Mary Howitt Foto

„Old England is our home, and Englishmen are we;
Our tongue is known in every clime, our flag in every sea.“

—  Mary Howitt English poet, and author 1799 - 1888
Old England is our Home, reported in Bartlett's Familiar Quotations, 10th ed. (1919).

David Attenborough Foto
George Washington Carver Foto
Jean Vanier Foto
Carl Sagan Foto
Clive Staples Lewis Foto
Larry Hogan Foto
Yehudi Menuhin Foto

„In our flag the barriers of time and space vanish. All America that ever was and ever will be lives every moment in our flag. Wherever in the world two or three of us stand together under our flag, all America is there.“

—  Richard McKenna, buch The Sand Pebbles
The Sand Pebbles (1962), Context: "Tomorrow we begin our summer cruising to show the flag on Tungting lake and the Hunan rivers," he said. "At home in America, when today reaches them, it will be Flag Day. They will gather to do honor and hear speeches. For us who wear the uniform, every day is Flag Day. We pay our honor in act and feeling and we have little need of words. But on this one day it will not hurt us to grasp briefly in words the meaning of our flag. That is what I want to talk about this morning. "Our flag is the symbol of America. I want you to grasp what America really is," Lt. Collins said, nodding for emphasis. "It is more than marks on a map. It is more than buildings and land. America is a living structure of human lives, of all the American lives that ever were and ever will be. We in San Pablo are collectively only a tiny, momentary bit of that structure. How can we, standing here, grasp the whole of America?" He made a grasping motion. "Think now of a great cable," he said, and made a circle with his arms. "The cable has no natural limiting length. It can be spun out forever. We can unlay it into ropes, and the ropes, into strands, and the strands into yarns, and none of them have any natural ending. But now let us pull a yarn apart into single fibers —" he made plucking motions with his fingers " — and each man of us can find himself. Each fiber is a tiny, flat, yellowish thing, a foot or a yard long by nature. One American life from birth to death is like a single fiber. Each one is spun into the yarn of a family and the strand of a home town and the rope of a home state. The states are spun into the great, unending, unbreakable cable that is America." His voice deepened on the last words. He paused, to let them think about it.... "No man, not even President Coolidge, can experience the whole of America directly," Lt. Collins resumed. "We can only feel it when the strain comes on, the terrible strain of hauling our history into a stormy future. Then the cable springs taut and vibrant. It thins and groans as the water squeezes out and all the fibers press each to each in iron hardness. Even then, we know only the fibers that press against us. But there is another way to know America." He paused for a deep breath. The ranks were very quiet. "We can know America through our flag which is its symbol," he said quietly. "In our flag the barriers of time and space vanish. All America that ever was and ever will be lives every moment in our flag. Wherever in the world two or three of us stand together under our flag, all America is there. When we stand proudly and salute our flag, that is what we know wordlessly in the passing moment.... "Understand that our flag is not the cloth but the pattern of form and color manifested in the cloth," Lt. Collins was saying. "It could have been any pattern once, but our fathers chose that one. History has made it sacred. The honor paid it in uncounted acts of individual reverence has made it live. Every morning in American schoolrooms children present their hearts to our flag. Every morning and evening we render it our military salutes. And so the pattern lives and it can manifest itself in any number of bits of perishable cloth, but the pattern is indestructible." Ch. 5; speech of Lt. Collins, the commander of the San Pablo to his crew at the start of summer cruising on the Yangtze River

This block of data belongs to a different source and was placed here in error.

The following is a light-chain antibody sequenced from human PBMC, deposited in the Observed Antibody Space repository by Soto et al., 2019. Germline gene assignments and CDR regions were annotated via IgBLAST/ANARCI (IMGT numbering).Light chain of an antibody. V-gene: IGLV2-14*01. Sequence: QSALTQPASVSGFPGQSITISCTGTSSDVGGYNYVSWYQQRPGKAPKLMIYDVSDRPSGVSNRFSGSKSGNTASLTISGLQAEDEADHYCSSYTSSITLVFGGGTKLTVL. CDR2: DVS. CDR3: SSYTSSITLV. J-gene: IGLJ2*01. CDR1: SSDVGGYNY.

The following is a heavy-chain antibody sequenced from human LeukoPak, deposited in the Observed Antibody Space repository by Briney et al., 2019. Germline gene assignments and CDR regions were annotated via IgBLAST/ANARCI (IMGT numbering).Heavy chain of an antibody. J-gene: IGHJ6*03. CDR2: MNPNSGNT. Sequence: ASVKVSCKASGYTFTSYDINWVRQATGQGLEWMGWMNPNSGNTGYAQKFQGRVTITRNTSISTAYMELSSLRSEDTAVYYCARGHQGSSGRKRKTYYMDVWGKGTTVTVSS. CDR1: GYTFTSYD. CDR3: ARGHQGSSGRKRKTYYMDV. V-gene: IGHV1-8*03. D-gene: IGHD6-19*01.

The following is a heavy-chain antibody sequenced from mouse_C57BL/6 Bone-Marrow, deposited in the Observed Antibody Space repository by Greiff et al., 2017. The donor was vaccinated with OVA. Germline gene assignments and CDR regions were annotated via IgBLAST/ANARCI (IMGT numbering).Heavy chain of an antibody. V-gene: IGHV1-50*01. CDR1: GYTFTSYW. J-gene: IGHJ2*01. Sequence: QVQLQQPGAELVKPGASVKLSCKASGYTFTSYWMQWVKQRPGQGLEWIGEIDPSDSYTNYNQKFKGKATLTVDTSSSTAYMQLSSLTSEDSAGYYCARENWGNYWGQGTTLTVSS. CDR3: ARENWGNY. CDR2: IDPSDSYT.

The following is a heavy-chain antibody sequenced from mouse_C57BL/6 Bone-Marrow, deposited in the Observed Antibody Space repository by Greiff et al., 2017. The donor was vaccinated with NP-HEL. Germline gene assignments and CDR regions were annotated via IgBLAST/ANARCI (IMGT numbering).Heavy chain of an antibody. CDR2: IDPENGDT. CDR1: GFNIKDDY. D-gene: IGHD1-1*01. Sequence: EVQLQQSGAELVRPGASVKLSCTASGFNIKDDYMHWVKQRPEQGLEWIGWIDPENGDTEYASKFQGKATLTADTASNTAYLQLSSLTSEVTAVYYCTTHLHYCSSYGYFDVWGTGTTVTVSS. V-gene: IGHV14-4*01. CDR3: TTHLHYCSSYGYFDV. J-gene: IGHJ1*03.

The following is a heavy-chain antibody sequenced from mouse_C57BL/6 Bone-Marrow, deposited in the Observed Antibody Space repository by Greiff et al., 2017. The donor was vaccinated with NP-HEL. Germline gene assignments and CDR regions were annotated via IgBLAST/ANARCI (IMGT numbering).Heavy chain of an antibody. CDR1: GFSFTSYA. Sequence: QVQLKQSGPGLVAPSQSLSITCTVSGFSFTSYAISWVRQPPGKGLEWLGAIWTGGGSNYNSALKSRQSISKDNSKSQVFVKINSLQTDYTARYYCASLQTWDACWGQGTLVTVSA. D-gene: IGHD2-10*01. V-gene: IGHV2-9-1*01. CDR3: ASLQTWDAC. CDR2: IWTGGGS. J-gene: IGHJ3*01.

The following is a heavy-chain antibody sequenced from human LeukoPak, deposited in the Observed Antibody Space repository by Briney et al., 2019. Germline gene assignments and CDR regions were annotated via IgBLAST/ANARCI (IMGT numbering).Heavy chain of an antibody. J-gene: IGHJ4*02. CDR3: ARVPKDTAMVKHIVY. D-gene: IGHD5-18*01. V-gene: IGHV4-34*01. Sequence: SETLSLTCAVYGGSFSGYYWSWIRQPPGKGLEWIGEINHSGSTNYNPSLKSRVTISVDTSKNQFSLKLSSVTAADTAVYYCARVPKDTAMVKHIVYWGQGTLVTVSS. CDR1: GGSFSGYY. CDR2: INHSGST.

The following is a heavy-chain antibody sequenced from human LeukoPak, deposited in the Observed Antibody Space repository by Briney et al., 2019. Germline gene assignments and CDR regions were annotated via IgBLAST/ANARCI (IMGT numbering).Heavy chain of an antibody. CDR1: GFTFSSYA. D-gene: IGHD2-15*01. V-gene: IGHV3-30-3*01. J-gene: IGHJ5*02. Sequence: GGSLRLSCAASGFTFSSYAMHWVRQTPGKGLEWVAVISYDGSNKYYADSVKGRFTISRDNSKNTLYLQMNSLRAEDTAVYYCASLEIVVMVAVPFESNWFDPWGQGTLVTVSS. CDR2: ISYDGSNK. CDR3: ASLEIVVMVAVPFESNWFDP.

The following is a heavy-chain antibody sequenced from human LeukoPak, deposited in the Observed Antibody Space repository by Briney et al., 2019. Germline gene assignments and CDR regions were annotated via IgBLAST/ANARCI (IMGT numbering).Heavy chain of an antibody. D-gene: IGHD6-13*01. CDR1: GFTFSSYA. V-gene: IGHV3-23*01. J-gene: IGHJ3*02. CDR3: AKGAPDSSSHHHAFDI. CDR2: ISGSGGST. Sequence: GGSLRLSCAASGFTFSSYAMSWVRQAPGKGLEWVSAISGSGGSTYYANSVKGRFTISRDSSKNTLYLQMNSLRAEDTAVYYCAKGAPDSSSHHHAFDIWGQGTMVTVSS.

Carl Sagan Foto

„But we are also capable of using our compassion and our intelligence, our technology and our wealth to make an abundant and meaningful life for every inhabitant of this planet.“

—  Carl Sagan American astrophysicist, cosmologist, author and science educator 1934 - 1996